Chapter 2: The WordPress Syntax

Now that you’ve got your WordPress install set up, it’s time to do something with it. This chapter is all about getting to know more about WordPress. It doesn’t go into depth on every file in the system but rather serves as an introduction to how WordPress outputs content. You’ll learn about the important template tags as well as conditional tags and how you can control their output and actions by passing parameters. You also take a look at themes and what they consist of, to help you further grasp how WordPress sites are built.

It’s time to get started.

WordPress and PHP

From here on, it will help if you know a little bit about PHP, as well as HTML and CSS. If these are alien concepts to you, be sure to read up on them at least a bit. A good, albeit a bit technical, place to start is the official specification documents from W3 ( and Zend’s PHP 101 course ( You don’t need to be an expert, but a little knowledge is definitely needed.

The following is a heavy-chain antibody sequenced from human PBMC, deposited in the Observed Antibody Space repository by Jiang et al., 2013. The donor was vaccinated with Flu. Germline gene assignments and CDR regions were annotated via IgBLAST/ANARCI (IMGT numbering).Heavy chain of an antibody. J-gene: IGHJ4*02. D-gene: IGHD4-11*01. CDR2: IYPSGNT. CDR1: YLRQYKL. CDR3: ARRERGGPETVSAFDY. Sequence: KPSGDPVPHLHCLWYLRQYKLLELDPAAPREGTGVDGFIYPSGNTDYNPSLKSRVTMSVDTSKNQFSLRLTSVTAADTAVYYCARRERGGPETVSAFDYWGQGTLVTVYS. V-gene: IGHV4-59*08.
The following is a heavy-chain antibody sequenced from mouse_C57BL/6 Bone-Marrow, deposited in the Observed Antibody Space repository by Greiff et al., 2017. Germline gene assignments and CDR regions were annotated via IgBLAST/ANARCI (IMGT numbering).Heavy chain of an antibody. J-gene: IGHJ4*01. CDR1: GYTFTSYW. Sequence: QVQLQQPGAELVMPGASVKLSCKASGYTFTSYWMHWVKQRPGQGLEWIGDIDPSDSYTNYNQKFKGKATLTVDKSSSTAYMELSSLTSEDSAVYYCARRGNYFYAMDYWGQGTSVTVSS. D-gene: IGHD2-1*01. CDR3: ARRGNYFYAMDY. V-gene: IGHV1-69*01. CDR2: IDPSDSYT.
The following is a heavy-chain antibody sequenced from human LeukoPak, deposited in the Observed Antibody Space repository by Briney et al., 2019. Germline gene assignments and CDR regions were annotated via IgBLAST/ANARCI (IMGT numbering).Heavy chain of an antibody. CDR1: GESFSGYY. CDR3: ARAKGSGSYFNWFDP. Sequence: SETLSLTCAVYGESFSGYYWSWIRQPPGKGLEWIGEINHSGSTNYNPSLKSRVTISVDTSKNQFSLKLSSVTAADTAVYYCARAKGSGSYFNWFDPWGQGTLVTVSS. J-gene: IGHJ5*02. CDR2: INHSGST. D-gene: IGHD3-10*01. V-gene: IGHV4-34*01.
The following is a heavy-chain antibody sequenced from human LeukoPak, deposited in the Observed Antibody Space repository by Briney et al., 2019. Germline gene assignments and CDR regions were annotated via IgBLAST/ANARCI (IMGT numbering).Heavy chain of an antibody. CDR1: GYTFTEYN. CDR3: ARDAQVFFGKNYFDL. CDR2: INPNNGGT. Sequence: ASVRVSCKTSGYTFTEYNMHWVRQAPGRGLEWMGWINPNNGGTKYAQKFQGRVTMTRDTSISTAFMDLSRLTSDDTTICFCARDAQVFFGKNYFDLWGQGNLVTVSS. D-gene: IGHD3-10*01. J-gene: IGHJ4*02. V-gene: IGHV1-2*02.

WordPress is written in PHP, a popular scripting language offering developers the possibility to build just about anything. If you’re even the least bit knowledgeable in PHP, you’ll quickly find your way around WordPress and the various functions that it offers on the plugin and theme development end of things. That being said, you don’t need any prior PHP experience to do funky stuff with WordPress. Granted, you won’t be able to create WordPress plugins without knowing ...

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